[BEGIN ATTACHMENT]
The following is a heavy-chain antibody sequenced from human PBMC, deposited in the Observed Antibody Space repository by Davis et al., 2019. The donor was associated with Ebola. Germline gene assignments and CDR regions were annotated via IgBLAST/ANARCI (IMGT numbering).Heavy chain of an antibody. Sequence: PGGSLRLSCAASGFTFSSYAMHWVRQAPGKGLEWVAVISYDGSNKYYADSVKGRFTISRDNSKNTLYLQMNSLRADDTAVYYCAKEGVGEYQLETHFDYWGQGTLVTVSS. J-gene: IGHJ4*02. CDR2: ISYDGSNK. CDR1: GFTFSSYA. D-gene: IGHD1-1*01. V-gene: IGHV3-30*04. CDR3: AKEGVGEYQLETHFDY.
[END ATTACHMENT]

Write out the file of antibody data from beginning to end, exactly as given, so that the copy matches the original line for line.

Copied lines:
The following is a heavy-chain antibody sequenced from human PBMC, deposited in the Observed Antibody Space repository by Davis et al., 2019. The donor was associated with Ebola. Germline gene assignments and CDR regions were annotated via IgBLAST/ANARCI (IMGT numbering).Heavy chain of an antibody. Sequence: PGGSLRLSCAASGFTFSSYAMHWVRQAPGKGLEWVAVISYDGSNKYYADSVKGRFTISRDNSKNTLYLQMNSLRADDTAVYYCAKEGVGEYQLETHFDYWGQGTLVTVSS. J-gene: IGHJ4*02. CDR2: ISYDGSNK. CDR1: GFTFSSYA. D-gene: IGHD1-1*01. V-gene: IGHV3-30*04. CDR3: AKEGVGEYQLETHFDY.